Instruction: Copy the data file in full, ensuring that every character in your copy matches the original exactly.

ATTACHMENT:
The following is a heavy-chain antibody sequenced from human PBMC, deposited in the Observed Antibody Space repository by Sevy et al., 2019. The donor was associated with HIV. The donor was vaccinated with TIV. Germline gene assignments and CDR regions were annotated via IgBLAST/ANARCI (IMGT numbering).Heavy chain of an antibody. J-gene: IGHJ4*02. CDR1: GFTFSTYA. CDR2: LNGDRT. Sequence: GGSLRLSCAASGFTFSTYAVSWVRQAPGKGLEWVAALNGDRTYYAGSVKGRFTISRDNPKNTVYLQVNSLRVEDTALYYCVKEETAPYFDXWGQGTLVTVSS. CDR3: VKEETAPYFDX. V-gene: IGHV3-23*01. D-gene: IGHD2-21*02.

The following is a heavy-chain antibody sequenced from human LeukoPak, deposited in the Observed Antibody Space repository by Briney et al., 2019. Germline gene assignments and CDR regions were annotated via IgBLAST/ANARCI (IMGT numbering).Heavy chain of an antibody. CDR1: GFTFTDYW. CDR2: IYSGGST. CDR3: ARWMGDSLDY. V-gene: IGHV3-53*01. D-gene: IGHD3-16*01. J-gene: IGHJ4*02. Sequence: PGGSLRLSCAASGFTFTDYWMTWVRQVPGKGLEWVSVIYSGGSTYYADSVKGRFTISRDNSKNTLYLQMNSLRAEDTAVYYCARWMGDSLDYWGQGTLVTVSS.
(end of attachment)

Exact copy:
The following is a heavy-chain antibody sequenced from human PBMC, deposited in the Observed Antibody Space repository by Sevy et al., 2019. The donor was associated with HIV. The donor was vaccinated with TIV. Germline gene assignments and CDR regions were annotated via IgBLAST/ANARCI (IMGT numbering).Heavy chain of an antibody. J-gene: IGHJ4*02. CDR1: GFTFSTYA. CDR2: LNGDRT. Sequence: GGSLRLSCAASGFTFSTYAVSWVRQAPGKGLEWVAALNGDRTYYAGSVKGRFTISRDNPKNTVYLQVNSLRVEDTALYYCVKEETAPYFDXWGQGTLVTVSS. CDR3: VKEETAPYFDX. V-gene: IGHV3-23*01. D-gene: IGHD2-21*02.

The following is a heavy-chain antibody sequenced from human LeukoPak, deposited in the Observed Antibody Space repository by Briney et al., 2019. Germline gene assignments and CDR regions were annotated via IgBLAST/ANARCI (IMGT numbering).Heavy chain of an antibody. CDR1: GFTFTDYW. CDR2: IYSGGST. CDR3: ARWMGDSLDY. V-gene: IGHV3-53*01. D-gene: IGHD3-16*01. J-gene: IGHJ4*02. Sequence: PGGSLRLSCAASGFTFTDYWMTWVRQVPGKGLEWVSVIYSGGSTYYADSVKGRFTISRDNSKNTLYLQMNSLRAEDTAVYYCARWMGDSLDYWGQGTLVTVSS.